Ethan Decker started a Twitter thread: « Brands trying to ‘own’ category attributes are pushing water uphill, esp in mature categories, esp without unique & protected IP. »
He attached a graphic titled What Attributes Can Brands Really ‘Own’?
- The top word associations for Crest toothpaste: toothpaste white teeth clean fresh whitening minty white teeth bright smile tooth shiny mint clean teeth sparkle…
- The top word associations for Colgate toothpaste: toothpaste teeth clean white fresh tooth tooth paste minty white teeth Crest smile total paste bright…
Basically the same.
This reminds me of what Byron Sharp wrote about in How Brand Grow regarding the importance of distinctive brand assets rather than differentiation:
“In spite of nearly every textbook telling marketers to strive for differentiation, real-world competition is largely about competitive matching rather than avoiding competitors by delivering differences… What marketers should worry about is whether or not their brands are distinctive. Are they easy to recognize and distinguish from others?”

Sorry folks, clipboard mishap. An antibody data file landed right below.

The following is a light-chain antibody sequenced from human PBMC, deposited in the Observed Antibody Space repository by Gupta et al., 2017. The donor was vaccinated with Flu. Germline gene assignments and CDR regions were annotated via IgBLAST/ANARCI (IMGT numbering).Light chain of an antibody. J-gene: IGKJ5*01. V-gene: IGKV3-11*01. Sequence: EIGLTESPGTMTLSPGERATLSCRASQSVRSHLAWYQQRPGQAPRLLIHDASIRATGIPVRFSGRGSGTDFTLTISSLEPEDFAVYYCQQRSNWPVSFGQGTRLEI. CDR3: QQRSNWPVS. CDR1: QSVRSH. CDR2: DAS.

Sharp also points out that distinctive brand assets can be trademarked, whereas differentiation can cannot. (Descriptive marks can be protected if there’s secondary meaning to consumers as a brand. Generic marks cannot be protected.)